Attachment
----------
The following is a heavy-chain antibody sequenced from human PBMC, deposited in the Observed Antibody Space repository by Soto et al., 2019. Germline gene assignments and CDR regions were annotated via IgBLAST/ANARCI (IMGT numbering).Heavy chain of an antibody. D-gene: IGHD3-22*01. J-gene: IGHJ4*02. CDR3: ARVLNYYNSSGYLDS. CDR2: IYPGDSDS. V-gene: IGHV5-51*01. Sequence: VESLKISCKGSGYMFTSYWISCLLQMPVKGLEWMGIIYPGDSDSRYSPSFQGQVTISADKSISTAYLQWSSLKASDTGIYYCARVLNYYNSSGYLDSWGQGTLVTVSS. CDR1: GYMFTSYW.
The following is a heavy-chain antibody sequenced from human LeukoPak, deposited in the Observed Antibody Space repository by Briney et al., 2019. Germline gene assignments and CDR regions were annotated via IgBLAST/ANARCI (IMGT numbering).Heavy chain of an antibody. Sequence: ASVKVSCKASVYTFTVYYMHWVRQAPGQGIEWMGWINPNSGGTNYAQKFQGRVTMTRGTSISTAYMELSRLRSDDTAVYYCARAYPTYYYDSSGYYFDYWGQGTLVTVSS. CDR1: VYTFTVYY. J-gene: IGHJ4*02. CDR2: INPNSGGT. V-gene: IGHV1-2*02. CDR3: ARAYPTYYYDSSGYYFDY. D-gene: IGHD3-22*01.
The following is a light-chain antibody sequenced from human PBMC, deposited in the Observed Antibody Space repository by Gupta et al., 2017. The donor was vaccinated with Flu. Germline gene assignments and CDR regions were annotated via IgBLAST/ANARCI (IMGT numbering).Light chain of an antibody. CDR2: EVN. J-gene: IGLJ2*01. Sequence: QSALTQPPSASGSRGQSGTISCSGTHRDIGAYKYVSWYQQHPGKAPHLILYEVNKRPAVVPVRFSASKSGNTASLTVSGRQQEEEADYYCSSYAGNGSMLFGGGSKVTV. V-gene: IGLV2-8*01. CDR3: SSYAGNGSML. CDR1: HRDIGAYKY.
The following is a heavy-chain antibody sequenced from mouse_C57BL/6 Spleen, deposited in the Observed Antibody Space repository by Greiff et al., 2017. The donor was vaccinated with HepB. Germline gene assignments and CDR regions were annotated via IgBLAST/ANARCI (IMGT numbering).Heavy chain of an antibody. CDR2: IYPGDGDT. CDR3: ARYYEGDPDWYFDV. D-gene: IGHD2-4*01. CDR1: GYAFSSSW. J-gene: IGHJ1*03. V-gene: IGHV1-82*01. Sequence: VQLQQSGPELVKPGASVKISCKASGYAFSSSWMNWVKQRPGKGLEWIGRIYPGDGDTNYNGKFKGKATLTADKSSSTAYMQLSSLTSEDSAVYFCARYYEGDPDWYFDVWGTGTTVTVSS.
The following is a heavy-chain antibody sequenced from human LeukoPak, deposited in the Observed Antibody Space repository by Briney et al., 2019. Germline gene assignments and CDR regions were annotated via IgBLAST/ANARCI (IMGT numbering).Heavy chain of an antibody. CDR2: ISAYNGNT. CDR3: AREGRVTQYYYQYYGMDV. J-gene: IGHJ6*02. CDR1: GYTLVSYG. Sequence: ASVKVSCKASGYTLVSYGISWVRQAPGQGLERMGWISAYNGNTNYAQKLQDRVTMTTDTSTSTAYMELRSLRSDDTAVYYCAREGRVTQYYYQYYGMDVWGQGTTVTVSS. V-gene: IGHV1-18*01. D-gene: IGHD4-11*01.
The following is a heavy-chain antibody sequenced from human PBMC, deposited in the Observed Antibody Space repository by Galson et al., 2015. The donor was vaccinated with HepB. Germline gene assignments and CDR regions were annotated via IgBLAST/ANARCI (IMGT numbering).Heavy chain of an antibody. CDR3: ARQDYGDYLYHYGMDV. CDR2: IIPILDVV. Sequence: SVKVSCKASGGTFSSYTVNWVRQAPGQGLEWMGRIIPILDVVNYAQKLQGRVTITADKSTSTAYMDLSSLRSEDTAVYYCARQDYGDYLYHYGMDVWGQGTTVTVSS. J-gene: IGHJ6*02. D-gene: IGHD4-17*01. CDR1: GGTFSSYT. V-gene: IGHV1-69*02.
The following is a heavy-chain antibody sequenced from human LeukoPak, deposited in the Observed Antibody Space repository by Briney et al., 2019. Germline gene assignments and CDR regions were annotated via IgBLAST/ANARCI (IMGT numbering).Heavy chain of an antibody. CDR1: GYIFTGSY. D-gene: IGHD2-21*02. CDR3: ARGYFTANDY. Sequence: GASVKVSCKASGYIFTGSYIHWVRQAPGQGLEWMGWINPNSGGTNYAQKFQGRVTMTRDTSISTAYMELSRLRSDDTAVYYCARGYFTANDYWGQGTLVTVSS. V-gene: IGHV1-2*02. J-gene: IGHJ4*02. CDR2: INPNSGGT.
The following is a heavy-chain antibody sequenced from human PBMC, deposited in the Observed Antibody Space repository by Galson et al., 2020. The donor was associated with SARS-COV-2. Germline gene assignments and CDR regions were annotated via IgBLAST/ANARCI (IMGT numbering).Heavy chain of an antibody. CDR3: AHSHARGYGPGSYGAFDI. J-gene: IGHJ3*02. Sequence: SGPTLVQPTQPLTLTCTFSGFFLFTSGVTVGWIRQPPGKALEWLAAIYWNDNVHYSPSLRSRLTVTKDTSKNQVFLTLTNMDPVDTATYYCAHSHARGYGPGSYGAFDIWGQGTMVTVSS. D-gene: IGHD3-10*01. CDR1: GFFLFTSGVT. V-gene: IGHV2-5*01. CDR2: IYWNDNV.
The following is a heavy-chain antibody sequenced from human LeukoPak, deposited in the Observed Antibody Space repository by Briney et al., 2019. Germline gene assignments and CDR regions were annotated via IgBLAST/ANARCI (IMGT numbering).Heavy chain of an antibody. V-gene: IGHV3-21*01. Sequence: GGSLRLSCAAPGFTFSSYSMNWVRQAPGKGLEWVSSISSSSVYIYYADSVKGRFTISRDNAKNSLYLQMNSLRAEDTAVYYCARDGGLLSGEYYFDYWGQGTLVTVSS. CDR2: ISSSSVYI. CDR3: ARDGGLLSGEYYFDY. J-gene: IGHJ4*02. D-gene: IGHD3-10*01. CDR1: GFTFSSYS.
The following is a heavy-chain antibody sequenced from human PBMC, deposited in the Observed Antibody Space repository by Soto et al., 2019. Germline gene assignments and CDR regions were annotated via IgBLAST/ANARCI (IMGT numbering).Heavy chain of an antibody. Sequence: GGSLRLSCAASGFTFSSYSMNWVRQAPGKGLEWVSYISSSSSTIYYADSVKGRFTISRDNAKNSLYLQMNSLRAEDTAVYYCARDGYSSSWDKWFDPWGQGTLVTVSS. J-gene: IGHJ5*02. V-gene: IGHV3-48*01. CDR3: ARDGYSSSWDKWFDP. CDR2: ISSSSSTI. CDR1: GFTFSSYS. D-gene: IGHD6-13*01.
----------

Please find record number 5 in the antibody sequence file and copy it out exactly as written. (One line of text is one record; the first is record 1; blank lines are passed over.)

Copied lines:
The following is a heavy-chain antibody sequenced from human LeukoPak, deposited in the Observed Antibody Space repository by Briney et al., 2019. Germline gene assignments and CDR regions were annotated via IgBLAST/ANARCI (IMGT numbering).Heavy chain of an antibody. CDR2: ISAYNGNT. CDR3: AREGRVTQYYYQYYGMDV. J-gene: IGHJ6*02. CDR1: GYTLVSYG. Sequence: ASVKVSCKASGYTLVSYGISWVRQAPGQGLERMGWISAYNGNTNYAQKLQDRVTMTTDTSTSTAYMELRSLRSDDTAVYYCAREGRVTQYYYQYYGMDVWGQGTTVTVSS. V-gene: IGHV1-18*01. D-gene: IGHD4-11*01.